Transplantation of glial precursors: Astrocyte replacement in ALS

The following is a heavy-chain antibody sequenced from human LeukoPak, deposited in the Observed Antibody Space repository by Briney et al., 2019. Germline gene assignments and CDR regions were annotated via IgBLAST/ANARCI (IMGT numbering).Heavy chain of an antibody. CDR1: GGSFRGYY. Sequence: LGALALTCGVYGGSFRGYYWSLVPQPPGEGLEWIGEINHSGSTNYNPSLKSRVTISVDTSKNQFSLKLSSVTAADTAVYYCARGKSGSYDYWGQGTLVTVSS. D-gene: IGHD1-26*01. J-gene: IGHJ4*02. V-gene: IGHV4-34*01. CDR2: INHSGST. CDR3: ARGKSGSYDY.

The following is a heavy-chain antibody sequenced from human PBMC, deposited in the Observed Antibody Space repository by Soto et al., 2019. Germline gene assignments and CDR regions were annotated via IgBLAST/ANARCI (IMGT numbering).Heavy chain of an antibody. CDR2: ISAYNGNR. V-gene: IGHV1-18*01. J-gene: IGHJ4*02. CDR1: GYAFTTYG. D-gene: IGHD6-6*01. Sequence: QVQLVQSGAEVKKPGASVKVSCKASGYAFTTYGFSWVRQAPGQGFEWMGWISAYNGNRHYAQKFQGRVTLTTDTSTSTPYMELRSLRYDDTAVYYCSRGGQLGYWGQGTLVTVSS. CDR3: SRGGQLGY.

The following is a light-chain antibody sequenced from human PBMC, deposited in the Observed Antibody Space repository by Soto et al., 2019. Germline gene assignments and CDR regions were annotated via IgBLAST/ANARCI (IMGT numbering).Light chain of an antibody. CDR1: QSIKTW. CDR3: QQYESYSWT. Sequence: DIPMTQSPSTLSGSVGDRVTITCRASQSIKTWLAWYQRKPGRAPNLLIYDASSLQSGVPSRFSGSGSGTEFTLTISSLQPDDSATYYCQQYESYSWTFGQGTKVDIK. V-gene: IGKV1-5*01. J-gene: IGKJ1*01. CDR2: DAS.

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Amyotrophic lateral sclerosis (ALS), a motor neuron disorder that affects approximately 30,000 individuals in the U.S. alone, is characterized by relatively rapid degeneration of upper and lower motor neurons, with death normally occurring 2-5 years following diagnosis due to respiratory paralysis. Transplantation of neural precursor cells (NPCs) is a promising therapeutic strategy for treatment of traumatic CNS injury and neurodegeneration, including ALS, because of the ability to replace lost or dysfunctional CNS cell types, provide neuroprotection, and deliver gene factors of interest. Previous NPC transplantation studies in ALS therapy have focused mostly on motor neuron replacement;however, this is a challenging strategy because of problems associated with motor neuron differentiation and establishment of connections with host neurons and musculature. Studies in ALS models have suggested that cellular abnormalities are not limited to motor neurons. Given these observations, this proposal aims to target the replacement of non-neuronal cell types for possible therapeutic benefits. Specifically, the therapeutic potential of Glial-Restricted Precursors (GRPs) - lineage-restricted NPCs whose differentiation is restricted to astrocytes and oligodendrocytes - will be assessed following transplantation into the spinal cord of SOD1G93A rats, a rodent model of ALS. Wild-type GRPs or GRPs engineered to over-express the astroglial glutamate transporter, GL1T1, will be transplanted into the ventral horn of the cervical spinal cord of SOD1G93A rats. In Aim #1, fate of transplanted cells will be examined, including survival, migration, differentiation, and glutamate uptake. In Aim #2, transplant recipient animals will be assessed for a number of phenotypic and pathohistologic measures to determine therapeutic efficacy of transplanted cells. In Aim #3, the ability of transplanted GRPs to specifically rescue diaphragm function will be tested. Lay summary: Amyotrophic lateral sclerosis (ALS or Lou Gehrig's Disease) is a devastating nervous system disorder that results in paralysis and ultimately death due to respiratory failure. Transplantation of stem cells derived from the central nervous system is a promising therapeutic strategy for treatment of brain and spinal cord disorders such as ALS because of their unique ability to replace lost or dysfunctional cell types. The work proposed in this study is of great therapeutic relevance to public health because it aims to utilize transplantation of stem cells to replace dysfunctional cells types that contribute to disease progression in ALS, potentially slowing or halting disease.

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